U.S. Highway 89 Bryce Canyon to Grand Canyon
Road damage south of Page, Arizona will impact travel between Bryce Canyon and Grand Canyon National Parks. Click for a travel advisory and link to a map with suggested alternate routes: More »
Sunset Campground Construction
From April-July 2014, three new restroom facilities will be constructed in Sunset Campground. Visitors may experience construction noise and dust, as well as some campsite and restroom closures. 'Sunset Campground' webpage has additional information. More »
Bryce Point to Peekaboo Connector Trail Closure
Due to a large rockslide, the connecting trail from Bryce Point to Peekaboo Loop is closed. Trail will be reopened once repairs are made. The Peekaboo Loop is open, but must be accessed from Sunset or Sunrise Point.
Wall Street Section of Navajo Loop Closed
Due to dangerous conditions (falling rock and treacherous, icy switchbacks), the Wall Street section of the Navajo Loop Trail is CLOSED. It will reopen in Spring once freezing temperatures have subsided.
Backcountry Campsite Closures
Due to bear activity at select campsites in Bryce Canyon's backcountry, two backcountry campsites have been closed until further notice: Sheep Creek and Iron Spring.
Common Name (preferred): Clark's Nutcracker
Being mainly gray and black, it is sometimes mistaken for the Gray Jay, perisoreus canadensis. However, the Gray Jay lacks the white wingbars and outer tail feathers that make good field marks, especially when the Clark's Nutcracker is in flight. Another distinction between these two birds is that the Clark's Nutcracker has a longer bill that is more down-turned on the end. It is, in fact, this specialized bill that makes the Clark's Nutcracker's famous lifestyle possible.
This sophisticated evolutionary relationship has its own built-in safeguards. First of all, the cones are so thick and tough that rodents seldom attempt to chew into them, but Nutcrackers with their crowbar-like bills can easily pry the nuts from the ripe cones. Even though a single Nutcracker will cache between 20,000 and 30,000 nuts each year, unlike squirrels they don't put all of their "eggs in one basket." Instead of a few large caches, Nutcrackers make up to 1,000 little ones. Some caches may contain as few as 4-5 nuts while others may contain 30-50. It is speculated that the reason few caches ever contain more than 50, is because bears can smell out the location of a large cache. Lots of smaller caches not only make it harder for the bird to lose its supply to theft, it also benefits the trees because it increases the chances that nuts will be placed in a good growing location.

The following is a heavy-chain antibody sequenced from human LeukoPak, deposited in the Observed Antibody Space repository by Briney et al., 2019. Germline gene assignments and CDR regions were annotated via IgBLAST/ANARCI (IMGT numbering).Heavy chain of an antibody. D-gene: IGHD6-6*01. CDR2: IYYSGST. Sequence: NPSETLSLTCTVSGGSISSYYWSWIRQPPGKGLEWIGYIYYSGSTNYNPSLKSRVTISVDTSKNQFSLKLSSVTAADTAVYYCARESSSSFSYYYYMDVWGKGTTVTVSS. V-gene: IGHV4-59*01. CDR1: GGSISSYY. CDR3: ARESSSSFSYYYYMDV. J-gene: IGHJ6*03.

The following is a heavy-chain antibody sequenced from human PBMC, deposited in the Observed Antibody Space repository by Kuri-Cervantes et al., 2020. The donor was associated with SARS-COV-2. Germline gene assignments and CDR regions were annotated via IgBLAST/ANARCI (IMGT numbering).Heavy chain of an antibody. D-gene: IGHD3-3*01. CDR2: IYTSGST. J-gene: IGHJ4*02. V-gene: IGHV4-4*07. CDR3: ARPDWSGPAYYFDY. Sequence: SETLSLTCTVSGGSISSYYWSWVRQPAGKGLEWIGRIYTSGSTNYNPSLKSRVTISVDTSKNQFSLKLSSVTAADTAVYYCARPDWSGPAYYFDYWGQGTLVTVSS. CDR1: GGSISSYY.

The astounding thing is that even though the birds' brains are smaller than the nuts they cache, they remember with precision where up to 75% of their caches were placed. Other researchers theorize that their memory and mental mapping ability is much higher and that the other 25% is intentionally not used. Like good boy scouts, they are going the extra mile to be prepared. Perhaps it is no coincidence that the 30,000 nuts they cache represent about 25% more food than a single bird needs to survive the average winter. Caching an extra 25% might not be compensating for memory loss, but instead, actually a "planning for worst-case scenario" adaptation-- just in case the next winter is 25% longer and colder than the average.
Little is known about Clark's Nutcrackers' reproductive behavior as they are very secretive during the mating and nesting season which occurs in late winter--March or April--depending on elevation and latitude.
Pinyon Jays, gymnorhinus cyanocephalus, also play a role in the distribution of Clark's Nutcrackers. Because this electric blue bird travels in large family groups, they are often able to drive off the more solitary Clark's Nutcrackers when it comes to competing for Pinyon Pine nuts. Where Pinyon Jays are common, they dominate the lower Pinyon and Juniper forest habitat, which forces Nutcrackers to the higher elevations where they must forage on the less nutritious Limber Pine nuts.
When and where to see at Bryce:
Erlich, Paul R. et al. 1988. The Birder's Handbook: a field guide to the natural history of North American Birds, Simon and Schuster/Fireside Books, New York
Ryser, Fred A. 1985. Birds of the Great Basin: A Natural History. University of Nevada Press
Sibley, David Allen. 2001. The Sibley Guide to Bird Life and Behavior. Knopf Publishing
Did You Know?
The geologic term, hoodoo, lives on at Bryce Canyon National Park as perpetuated by early geologists who thought the rock formations could cast a spell on you with their magical spires and towering arches. More...